As far as the use in bad faith is concerned, in the Panel’s view and absent any contrary statement by the Respondent, it is apparent that the Respondent registered the Domain Name in order to attract, for commercial gain, Internet users to its website, by creating a likelihood of confusion with the Complainant's mark as to the source, sponsorship, affiliation, or endorsement of the Respondent’s website. As said above, the disputed Domain Name leads, through an automatic hyperlink, to the Respondent’s website at “www.pumps4all.com”, where the Respondent offers for sale many models of pumps by different manufacturers.

All these circumstances could create a likelihood of confusion in the Internet user with respect to the Complainant’s mark. Internet users could believe that there is a connection between the Complainant and the Respondent, that the Complainant sponsors the Respondent’s activity, that the Respondent is in any way affiliated to the Complainant, and/or that the latter endorses the Respondent’s website and relating activity.

The Respondent is using the website corresponding to the domain name <grundfospumps.com> for commercial gain: through its website it promotes its activity of selling pumps and performing related services. It is therefore clear that the Respondent is seeking to take advantage of the Complainant’s trademark in order to attract, for commercial gain, Internet users to its website. Accordingly, the Panel believes that the Respondent used the domain name <grundfospumps.com> in bad faith.

The Complainant further states that the Respondent’s real purpose for registering the disputed domain name is to sell the domain name for a price exceeding the registration costs and that shortly after the registration of the Domain Name, the Respondent approached the Complainant. The Panel does not feel that the Complainant’s assertions are supported by adequate evidence and therefore cannot consider the above - and particularly the fact that the Respondent registered the Domain Name primarily for the purpose of selling it to the Complainant for valuable consideration in excess of the Respondent’s documented out-of-pocket expenses - an evidence of the registration and use of the Domain Name in bad faith.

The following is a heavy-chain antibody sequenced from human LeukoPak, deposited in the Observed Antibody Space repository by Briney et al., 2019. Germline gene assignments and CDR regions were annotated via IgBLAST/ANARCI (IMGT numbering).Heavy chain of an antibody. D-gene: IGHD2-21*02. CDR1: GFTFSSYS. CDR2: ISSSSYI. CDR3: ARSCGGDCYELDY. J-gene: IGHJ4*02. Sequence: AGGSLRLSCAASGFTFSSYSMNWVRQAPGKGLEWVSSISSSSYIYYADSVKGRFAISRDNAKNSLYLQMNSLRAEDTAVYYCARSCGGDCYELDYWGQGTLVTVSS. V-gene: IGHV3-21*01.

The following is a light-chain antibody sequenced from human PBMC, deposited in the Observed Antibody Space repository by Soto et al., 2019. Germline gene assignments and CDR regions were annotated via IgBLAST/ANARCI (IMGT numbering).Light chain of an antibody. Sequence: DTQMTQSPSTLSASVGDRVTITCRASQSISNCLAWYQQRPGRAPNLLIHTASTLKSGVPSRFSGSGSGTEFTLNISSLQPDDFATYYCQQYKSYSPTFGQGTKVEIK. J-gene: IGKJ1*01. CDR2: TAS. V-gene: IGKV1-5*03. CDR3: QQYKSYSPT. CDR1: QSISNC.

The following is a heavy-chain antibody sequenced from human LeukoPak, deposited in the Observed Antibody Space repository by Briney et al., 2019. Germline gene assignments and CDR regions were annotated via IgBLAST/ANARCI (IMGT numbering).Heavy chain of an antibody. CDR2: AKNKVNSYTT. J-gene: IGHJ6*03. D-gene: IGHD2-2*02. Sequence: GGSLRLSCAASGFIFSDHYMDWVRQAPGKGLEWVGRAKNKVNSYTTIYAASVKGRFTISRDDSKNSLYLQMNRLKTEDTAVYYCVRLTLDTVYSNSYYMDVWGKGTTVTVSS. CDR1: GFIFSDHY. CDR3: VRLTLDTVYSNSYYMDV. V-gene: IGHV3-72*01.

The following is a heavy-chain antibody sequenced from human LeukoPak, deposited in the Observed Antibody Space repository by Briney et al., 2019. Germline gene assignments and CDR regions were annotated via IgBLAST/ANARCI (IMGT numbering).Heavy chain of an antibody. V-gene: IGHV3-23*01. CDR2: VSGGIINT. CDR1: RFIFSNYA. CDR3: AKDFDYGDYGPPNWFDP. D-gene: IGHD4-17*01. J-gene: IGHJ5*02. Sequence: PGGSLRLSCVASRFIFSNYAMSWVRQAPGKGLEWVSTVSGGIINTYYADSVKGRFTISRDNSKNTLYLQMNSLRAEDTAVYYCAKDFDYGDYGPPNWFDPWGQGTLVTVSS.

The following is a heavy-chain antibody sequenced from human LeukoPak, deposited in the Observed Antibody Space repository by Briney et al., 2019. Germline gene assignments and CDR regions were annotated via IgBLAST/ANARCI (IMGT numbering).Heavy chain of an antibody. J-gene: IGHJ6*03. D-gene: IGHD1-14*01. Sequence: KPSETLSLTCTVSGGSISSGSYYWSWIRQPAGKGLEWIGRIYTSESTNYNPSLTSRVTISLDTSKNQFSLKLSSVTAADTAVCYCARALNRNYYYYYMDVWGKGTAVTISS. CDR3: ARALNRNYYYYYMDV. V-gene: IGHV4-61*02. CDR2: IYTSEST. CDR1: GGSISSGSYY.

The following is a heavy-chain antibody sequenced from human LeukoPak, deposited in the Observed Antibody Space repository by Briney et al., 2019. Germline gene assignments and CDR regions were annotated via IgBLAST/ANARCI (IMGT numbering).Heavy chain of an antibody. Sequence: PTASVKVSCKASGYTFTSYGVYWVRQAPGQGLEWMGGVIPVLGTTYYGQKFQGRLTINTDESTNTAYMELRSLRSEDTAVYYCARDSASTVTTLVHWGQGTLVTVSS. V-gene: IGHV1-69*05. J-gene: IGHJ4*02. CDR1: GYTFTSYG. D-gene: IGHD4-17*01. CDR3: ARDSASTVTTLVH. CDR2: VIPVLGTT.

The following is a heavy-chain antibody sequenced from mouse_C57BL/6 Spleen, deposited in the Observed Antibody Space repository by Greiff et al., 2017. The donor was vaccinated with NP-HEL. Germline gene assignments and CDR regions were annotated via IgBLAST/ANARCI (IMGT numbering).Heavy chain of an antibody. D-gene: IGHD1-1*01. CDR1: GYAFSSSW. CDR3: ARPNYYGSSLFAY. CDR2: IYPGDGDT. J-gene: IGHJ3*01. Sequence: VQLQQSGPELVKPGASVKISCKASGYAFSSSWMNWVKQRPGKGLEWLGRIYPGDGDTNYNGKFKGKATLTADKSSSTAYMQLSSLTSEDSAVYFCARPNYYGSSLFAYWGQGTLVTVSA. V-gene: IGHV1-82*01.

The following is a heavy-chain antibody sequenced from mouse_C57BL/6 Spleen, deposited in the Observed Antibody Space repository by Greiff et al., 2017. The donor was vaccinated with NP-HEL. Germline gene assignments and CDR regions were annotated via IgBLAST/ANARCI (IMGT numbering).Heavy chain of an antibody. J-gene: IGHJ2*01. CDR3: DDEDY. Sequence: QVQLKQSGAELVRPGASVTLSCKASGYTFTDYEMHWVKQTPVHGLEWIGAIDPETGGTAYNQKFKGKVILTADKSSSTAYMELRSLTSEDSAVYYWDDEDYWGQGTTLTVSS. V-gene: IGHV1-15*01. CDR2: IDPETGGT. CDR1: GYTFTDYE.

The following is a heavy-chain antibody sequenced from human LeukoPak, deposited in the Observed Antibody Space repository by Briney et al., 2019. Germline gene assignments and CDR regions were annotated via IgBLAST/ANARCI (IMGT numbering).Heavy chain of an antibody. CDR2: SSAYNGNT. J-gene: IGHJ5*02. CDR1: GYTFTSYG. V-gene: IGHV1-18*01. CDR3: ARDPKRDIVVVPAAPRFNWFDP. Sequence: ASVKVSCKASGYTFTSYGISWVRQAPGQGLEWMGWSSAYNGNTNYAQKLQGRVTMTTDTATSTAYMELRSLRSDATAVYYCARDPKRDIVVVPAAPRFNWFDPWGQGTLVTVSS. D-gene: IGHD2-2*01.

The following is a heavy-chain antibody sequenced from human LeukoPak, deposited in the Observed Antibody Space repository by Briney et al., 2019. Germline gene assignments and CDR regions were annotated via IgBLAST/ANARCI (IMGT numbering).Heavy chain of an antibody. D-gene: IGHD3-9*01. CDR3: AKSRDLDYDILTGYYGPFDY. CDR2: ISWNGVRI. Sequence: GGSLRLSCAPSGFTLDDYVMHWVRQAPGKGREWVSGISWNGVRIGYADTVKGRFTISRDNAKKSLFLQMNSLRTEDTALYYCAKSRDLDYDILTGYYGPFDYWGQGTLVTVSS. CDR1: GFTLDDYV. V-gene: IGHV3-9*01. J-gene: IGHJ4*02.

The Complainant bases its assertion on the email the Respondent sent to the Complainant’s representatives (Annex 13) stating that “we simply purchased the website address grundfospumps with the view to promote their products and used this platform to enable us to host dedicated websites rather than directing sales of Grundfos products to their competitors. ….. we feel that the time and effort put into writing a suitable website should be compensated accordingly especially having been given written authorization to use such material. We were not under the impression that Grundfos Pumps had registered the name or had intellectual property rights over the name ‘grundfospumps’”. In the Panel’s view, the contents of this email do not prove that the Respondent is requesting a compensation for the transfer of the Domain Name in excess of its documented out of pocket expenses. It is clear that the Respondent is seeking a compensation for having promoted the Complainant’s products in its website. But the email does not say more than that. It does not indicate the amount of the compensation the Respondent is expecting, nor does it prove that there is a clear connection between the compensation requested and the transfer of the Domain Name.

With regard to the Complainant’s statement that the Respondent approached the Complainant shortly after the registration of the Domain Name, the Panel could not find, among the enclosures to the Complaint, any document supporting this statement. Therefore, the Panel takes the view that also this statement is unproved.

However, the Panel believes that, in the absence of any contrary allegation by the Respondent, the Complainant has proved that the domain name <grundfospumps.com> was registered to intentionally attempt to attract, for commercial gain, Internet users to the Respondent’s website, by creating a likelihood of confusion with the Complainant's mark, and concludes that the third element of Article 4(a) is met.

 

7. Decision

For all the foregoing reasons, in accordance with Paragraphs 4(i) of the Policy and 15 of the Rules, the Panel orders that the domain name <grundfospumps.com> be transferred to the Complainant.

 


 

Angelica Lodigiani
Sole Panelist

Date: September 30, 2004

 

Источник информации: https://internet-law.ru/intlaw/udrp/2004/d2004-0629.html